- Creative Director Mnal:Siv Helene Stangeland
- Creative Director:Reinhard Kropf
- Project Architect Mnal:Ane S. Dahl
- Architect:Håkon Solheim
- Architectural Technician And Timber Specialist:Simon Aeschimann
- User Involvement:Gaia Trondheim, Helen & Hard
- Building Manager And Main Contractor:Kruse Smith
- Project Manager:Solon Eiendom
- Fire Safety Advisor:KonseptA
Text description provided by the architects. Vindmøllebakken is a collaboration between Helen&Hard architects and Kruse Smith real estate: The whole development comprises 40 co-living units, 4 townhouses, and 10 apartments. The project is planned using a low-rise typology with 3-5 stories and is built of prefabricated timber elements. This refers to the traditional timber housing typology of the neighbourhood. Vindmøllebakken has become a modern housing typology that fulfills human, social, and environmental needs in a sustainable way.
The residents – who own the apartments – have been involved in the planning and development process. This pilot project in Stavanger is based on the Gaining by Sharing model.
Initiated by the architects Helen & Hard, Indigo Growth, and Gaia Trondheim, the model is a response to the standard way homes are built, which often does not respond to the current societal needs. Today’s residents might be modern families with “my, your and our kids”, a generation of elderly who are healthy and want to live at home longer, people who live alone and suffers from loneliness, or people who simply wish to live more sustainably. By sharing resources, whether it is time, space, or assets, the result is a more sustainable way of living: environmentally, but also socially, economically, and architecturally.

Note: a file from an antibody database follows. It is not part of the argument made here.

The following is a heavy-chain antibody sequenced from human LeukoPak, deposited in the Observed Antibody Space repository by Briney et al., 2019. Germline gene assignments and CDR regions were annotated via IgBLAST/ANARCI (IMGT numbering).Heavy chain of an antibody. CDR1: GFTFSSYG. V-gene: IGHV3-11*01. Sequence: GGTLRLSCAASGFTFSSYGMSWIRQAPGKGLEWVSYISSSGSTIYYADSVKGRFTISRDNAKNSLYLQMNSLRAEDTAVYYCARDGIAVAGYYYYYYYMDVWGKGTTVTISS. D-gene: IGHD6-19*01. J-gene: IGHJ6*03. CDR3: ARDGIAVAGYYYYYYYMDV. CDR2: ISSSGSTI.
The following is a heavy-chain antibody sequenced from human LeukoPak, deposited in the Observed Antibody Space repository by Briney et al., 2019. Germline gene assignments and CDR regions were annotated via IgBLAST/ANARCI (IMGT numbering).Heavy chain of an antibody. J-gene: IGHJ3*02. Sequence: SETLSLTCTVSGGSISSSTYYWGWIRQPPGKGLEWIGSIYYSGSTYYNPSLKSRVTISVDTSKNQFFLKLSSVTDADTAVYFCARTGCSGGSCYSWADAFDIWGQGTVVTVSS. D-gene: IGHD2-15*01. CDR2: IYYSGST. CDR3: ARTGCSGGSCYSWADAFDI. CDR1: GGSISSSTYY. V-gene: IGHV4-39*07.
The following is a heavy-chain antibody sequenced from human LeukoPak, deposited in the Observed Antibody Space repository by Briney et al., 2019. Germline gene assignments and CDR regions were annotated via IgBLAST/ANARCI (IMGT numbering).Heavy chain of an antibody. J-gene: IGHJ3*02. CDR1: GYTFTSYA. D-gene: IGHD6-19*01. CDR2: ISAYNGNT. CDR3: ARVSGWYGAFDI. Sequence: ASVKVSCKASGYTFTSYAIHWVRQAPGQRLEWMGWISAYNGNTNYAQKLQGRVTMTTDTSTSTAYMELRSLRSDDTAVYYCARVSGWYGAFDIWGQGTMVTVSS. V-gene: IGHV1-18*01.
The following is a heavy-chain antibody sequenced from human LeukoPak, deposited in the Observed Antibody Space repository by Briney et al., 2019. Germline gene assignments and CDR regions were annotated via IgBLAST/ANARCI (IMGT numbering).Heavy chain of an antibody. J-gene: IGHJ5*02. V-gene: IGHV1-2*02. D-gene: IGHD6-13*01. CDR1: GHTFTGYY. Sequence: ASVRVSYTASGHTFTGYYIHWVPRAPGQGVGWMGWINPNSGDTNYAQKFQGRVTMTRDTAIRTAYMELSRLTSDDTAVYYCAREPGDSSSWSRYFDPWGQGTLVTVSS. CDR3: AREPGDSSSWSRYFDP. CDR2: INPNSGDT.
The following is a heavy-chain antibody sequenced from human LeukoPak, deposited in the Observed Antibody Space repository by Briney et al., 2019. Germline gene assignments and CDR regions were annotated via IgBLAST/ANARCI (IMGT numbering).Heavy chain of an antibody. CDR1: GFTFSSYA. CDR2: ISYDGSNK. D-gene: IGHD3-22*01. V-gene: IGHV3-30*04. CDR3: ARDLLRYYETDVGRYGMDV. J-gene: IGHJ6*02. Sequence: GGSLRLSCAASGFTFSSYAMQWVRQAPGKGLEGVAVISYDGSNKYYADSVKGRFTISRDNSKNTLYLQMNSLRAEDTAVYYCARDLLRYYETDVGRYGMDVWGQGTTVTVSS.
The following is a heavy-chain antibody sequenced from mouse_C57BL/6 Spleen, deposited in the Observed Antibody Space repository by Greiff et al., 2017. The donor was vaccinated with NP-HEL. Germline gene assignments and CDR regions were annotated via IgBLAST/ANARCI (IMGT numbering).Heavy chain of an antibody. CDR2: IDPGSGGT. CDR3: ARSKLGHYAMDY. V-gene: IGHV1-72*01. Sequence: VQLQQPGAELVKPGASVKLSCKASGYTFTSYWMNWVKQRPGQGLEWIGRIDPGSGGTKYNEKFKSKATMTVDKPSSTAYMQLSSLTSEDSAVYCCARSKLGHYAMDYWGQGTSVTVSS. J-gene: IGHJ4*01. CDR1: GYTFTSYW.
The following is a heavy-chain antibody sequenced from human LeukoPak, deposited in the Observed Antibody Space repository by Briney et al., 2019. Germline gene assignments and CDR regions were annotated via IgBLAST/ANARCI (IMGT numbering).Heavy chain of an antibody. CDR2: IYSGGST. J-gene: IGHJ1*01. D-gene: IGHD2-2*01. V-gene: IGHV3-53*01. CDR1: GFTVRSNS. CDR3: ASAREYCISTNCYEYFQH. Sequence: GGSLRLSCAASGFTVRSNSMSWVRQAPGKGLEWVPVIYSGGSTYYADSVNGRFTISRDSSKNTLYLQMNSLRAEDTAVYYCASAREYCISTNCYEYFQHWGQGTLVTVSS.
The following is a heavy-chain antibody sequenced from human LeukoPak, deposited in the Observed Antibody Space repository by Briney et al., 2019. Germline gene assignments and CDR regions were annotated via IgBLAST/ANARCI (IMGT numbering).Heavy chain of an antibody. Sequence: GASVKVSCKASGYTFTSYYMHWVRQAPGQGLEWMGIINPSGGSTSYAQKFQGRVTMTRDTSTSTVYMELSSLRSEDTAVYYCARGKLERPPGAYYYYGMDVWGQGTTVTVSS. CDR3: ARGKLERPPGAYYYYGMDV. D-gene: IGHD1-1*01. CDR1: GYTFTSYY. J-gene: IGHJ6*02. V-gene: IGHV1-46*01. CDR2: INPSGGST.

Description of the co-housing project: 40 apartments, slightly smaller than usual - but fully equipped, are organized around 500 m2 of shared space, of which everyone owns an equal part. The shared spaces are the heart of the building – easy to reach by everyone. Some spaces are encouraging social activity, others offer space for retreat and privacy.
The entrance is through a courtyard into a generous double-height hallway with plants and herbs growing - ready for making dinner in the adjacent communal kitchen. Here is also a dining area, workshops, guest rooms, and a lounge. It is all constructed in spruce timber with hemp insulation creating a warm and calm atmosphere.
An amphitheater marks the start of an open stairwell and galleries leading to the apartments and further up to the library and greenhouse on the rooftop. The sequence of rooms is designed to create visual connections between spaces and people and to provide freedom to how much and when to engage in communal life.
The resident can choose to take the path through the common areas or the fast track from the street and they can choose to live very close to the social areas or on the other side of the courtyard.
A groundbreaking feature of the process of a traditional housing project is the involvement of the residents in the planning and development phases of the project. Early in the process, workshops were organized that presented the concept and invited to influence the individual units and suggest activities for the common areas. Most importantly it was a chance to get to know each other and engage creatively in informing their future common home together.
As the first residents moved in they formed 22 interest groups that are self-organizing and gathering resources to manage the use of the shared spaces and facilities and to take care of the different tasks of the communal everyday life; there is a kitchen group, a gardening group, a car-sharing group, and even an art-curating- group.
There is also a group that facilitates good social and relational processes and helps the community to learn from their challenges. Being part of this community brings up very different experiences and benefits. Some enjoy that it is easy to meet and connect with neighbours and to care for each other. They experience being more engaged within their everyday lives.
Some account for better sleep and health conditions and others appreciate the aspect of sharing things and having fewer private things to take care of.
Evidence of benefits from co-housing has mostly been anecdotal, but it is drawing new attention from social scientists. The national Cohousing Research Network in the US found that 96 percent of people interviewed who lived in cohousing reported improved quality of life; 75 percent felt their physical health was better than others their age.